CHICAGO — The Police Department has unveiled a new foot chase policy that still widely allows officers to chase people — despite Mayor Lori Lightfoot repeatedly saying foot pursuits are “dangerous.”
Lightfoot was highly critical of the Police Department’s chase policy after officers shot and killed 13-year-old Adam Toledo and 22-year-old father Anthony Alvarez during foot chases. The two were just killed days apart at the end of March.
But the policy, announced quietly in a news release during a City Council meeting Wednesday afternoon, still allows officers to chase people if there is “probable cause for an arrest or it is believed an individual has committed, is committing or is about to commit a crime,” according to the Police Department.
The policy does ban foot pursuits over “minor traffic offenses,” according to the Police Department.
The policy will go into effect June 11. The department will “review the policy and make revisions as appropriate,” with a final version of the policy expected to come in September, according to the Police Department.
The American Civil Liberties Union’s Illinois branch noted the announcement of the policy was “sudden” — and said the policy fails residents because residents of color weren’t part of its creation.
“The policy was developed without incorporating the ideas of Black and Brown Chicagoans who have been the victims of reckless foot pursuits and have stood ready to work with the city on a policy to restrict foot chases,” the ACLU stated in an email. “The only true path to police reform includes meaningful and deep community input in order to shape policies and practices that end patterns of violent policing that have targeted Chicago’s communities of color for generations. …
“To achieve real reform, the city must do better.”
The city sees seven to 10 police chases per day, Lightfoot previously said. After officers killed Toledo and Alvarez, she publicly and repeatedly railed against the Police Department’s foot chase policy and said it needed to be revamped — but not done away with altogether.
“Foot pursuits are a very dangerous exercise,” Lightfoot said at an April 29 news conference.
On April 15, she said: “Foot pursuits put everyone involved at risk: the officers, the person being pursued and bystanders. We have to do better, and I charge the superintendent with bringing to me a policy that recognizes how dangerous this is. We can’t afford to lose more lives.”
And before that, on April 5, Lightfoot said, “What I’m saying is foot pursuits pose a significant safety issue, first and foremost to the officers. It is one of the most dangerous things that they engage in.”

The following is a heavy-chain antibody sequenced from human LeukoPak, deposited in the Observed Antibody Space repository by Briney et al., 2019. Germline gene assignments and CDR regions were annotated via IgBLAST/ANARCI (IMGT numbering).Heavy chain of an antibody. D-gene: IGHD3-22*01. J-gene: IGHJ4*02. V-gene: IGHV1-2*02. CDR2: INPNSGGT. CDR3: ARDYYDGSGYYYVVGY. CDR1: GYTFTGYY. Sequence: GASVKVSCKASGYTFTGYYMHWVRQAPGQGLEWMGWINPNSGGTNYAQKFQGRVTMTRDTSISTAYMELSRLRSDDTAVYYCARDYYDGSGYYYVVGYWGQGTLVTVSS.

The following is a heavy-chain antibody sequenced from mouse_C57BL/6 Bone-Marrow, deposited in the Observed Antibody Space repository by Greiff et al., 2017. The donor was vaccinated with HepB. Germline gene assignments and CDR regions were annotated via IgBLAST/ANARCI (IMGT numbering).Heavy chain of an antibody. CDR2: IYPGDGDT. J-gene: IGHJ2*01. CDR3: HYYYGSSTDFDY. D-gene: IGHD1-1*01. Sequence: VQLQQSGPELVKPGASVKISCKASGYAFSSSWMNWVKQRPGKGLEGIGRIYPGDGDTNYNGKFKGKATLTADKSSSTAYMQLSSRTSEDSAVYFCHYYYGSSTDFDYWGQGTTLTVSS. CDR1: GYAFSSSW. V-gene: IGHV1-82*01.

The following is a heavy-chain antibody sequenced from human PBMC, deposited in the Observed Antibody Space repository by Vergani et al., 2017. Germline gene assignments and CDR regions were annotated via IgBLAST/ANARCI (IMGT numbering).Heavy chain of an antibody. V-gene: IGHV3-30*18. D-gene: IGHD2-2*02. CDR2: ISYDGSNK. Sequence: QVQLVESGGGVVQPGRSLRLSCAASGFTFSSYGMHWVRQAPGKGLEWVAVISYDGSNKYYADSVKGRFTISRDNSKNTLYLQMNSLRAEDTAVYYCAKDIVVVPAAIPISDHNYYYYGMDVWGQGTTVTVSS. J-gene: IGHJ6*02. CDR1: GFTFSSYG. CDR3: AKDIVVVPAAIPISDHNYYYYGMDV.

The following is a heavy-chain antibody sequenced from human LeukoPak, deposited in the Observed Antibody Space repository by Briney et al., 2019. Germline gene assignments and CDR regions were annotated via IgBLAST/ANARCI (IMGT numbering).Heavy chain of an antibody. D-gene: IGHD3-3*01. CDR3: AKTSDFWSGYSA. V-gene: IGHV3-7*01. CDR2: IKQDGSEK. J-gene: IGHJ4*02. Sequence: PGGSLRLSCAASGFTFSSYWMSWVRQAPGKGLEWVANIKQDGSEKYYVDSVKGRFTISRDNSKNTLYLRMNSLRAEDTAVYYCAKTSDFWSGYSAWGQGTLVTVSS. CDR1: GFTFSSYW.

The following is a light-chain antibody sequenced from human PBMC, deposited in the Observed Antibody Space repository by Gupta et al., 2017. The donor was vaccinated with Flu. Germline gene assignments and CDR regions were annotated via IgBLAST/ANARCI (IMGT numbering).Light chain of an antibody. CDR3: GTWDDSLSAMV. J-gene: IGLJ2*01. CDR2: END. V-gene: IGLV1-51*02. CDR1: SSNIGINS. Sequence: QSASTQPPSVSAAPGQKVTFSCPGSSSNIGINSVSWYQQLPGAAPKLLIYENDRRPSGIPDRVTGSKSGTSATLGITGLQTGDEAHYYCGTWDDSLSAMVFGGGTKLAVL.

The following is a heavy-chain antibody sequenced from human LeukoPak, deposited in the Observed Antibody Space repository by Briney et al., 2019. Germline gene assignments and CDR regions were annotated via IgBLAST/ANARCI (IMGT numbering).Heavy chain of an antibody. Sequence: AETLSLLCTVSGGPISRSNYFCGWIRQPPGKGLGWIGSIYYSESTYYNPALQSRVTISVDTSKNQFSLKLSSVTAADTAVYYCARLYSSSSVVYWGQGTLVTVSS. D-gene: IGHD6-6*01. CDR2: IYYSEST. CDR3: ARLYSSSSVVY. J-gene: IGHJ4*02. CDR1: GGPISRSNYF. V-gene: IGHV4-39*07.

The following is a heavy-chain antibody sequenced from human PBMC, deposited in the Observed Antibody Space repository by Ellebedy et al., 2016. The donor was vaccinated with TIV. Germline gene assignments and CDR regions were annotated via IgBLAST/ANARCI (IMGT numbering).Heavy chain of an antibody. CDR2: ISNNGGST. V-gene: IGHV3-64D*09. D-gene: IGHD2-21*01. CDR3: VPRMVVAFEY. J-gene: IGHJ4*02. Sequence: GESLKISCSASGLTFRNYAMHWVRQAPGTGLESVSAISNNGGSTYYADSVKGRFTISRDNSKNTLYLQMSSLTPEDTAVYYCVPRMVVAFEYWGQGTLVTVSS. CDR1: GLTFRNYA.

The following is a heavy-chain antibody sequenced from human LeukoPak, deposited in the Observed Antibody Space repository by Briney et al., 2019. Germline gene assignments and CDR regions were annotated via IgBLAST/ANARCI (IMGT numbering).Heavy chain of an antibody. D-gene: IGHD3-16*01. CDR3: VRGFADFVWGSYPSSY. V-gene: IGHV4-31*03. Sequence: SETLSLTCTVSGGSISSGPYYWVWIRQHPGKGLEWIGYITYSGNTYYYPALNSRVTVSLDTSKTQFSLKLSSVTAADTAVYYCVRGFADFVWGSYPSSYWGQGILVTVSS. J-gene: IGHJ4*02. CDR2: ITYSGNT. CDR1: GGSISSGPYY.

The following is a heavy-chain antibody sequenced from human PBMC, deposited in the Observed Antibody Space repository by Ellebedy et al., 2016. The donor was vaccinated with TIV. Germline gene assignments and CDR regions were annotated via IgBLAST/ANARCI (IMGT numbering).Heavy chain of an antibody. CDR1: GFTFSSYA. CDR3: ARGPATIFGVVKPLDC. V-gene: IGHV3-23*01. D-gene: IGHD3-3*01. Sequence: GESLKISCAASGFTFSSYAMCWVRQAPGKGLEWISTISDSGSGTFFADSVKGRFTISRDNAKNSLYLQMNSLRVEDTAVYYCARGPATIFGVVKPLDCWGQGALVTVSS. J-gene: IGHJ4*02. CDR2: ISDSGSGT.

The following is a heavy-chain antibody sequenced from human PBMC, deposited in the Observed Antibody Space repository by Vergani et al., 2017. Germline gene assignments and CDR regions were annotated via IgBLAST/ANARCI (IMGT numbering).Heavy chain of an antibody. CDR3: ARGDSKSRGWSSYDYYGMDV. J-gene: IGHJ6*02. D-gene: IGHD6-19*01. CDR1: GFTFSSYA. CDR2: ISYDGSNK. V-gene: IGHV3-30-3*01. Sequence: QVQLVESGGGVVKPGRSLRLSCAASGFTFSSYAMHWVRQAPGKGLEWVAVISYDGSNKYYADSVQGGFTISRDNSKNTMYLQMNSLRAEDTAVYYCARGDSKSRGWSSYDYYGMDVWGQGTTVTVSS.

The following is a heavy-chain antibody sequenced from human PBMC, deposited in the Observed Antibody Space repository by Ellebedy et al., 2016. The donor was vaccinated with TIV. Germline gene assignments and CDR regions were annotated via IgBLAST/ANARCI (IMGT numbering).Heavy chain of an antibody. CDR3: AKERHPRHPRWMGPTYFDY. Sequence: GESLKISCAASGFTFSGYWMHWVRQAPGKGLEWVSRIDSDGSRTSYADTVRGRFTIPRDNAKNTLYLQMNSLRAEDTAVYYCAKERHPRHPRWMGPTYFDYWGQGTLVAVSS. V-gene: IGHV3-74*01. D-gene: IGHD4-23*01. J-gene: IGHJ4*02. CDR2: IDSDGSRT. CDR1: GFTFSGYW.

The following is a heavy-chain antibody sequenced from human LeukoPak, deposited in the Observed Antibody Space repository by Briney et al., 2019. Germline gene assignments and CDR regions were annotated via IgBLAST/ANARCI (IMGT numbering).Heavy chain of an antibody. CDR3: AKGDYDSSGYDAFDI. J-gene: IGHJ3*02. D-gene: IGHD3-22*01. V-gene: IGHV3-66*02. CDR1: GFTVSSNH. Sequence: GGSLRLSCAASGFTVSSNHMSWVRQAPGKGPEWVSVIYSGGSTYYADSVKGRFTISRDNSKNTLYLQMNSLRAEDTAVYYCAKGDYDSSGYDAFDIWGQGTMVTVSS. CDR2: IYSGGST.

But in the Police Department’s news release Wednesday, Lightfoot praised the new policy.
“The important parameters outlined in this policy will not only protect our officers, the public and potential suspects during foot pursuits, but it also serves as a step forward in our mission to modernize and reform our police department,” Lightfoot said in the news release.
People can fill out an anonymous online form sharing their views on the policy. Public comment will be open through July 15, and the Police Department will host community meetings and targeted discussions with neighborhoods groups to get feedback on the revised policy, according to the Mayor’s Office.
A virtual event will be held June 1 where department officials will review the policy and answer questions about it from members of the public. Details about the event are available online.
Highlights from the new policy:
- The policy says foot pursuits are only appropriate when there is “probable cause for an arrest or it is believed an individual has committed, is committing or is about to commit a crime,” according to the Police Department.
- Foot chases are prohibited for minor traffic offenses and offenses less than a class A misdemeanor, unless the person “poses an obvious threat to the community or any person,” according to the Police Department.
- Foot chases should be stopped if someone is injured and requires immediate medical attention, if officers don’t know where they are and/or if the need to apprehend the person is not worth the risk to officers, that person or the public.
- Foot chases should also be stopped if the officers think they wouldn’t be able to control the person they’re chasing if they confronted them.
- Officers should begin any interaction with tactics to reduce the possibility of a chase. It details tactics to avoid foot chases, like communicating with people and encouraging officers to be in a position so as to avoid the chance someone can try to run away.
- Officers in a chase must notify the Office of Emergency Management and Communications.
- Officers chasing someone must activate their body cameras to record the entire incident.
On April 29, Lightfoot said she wanted to see a draft policy put out and public comment gathered.
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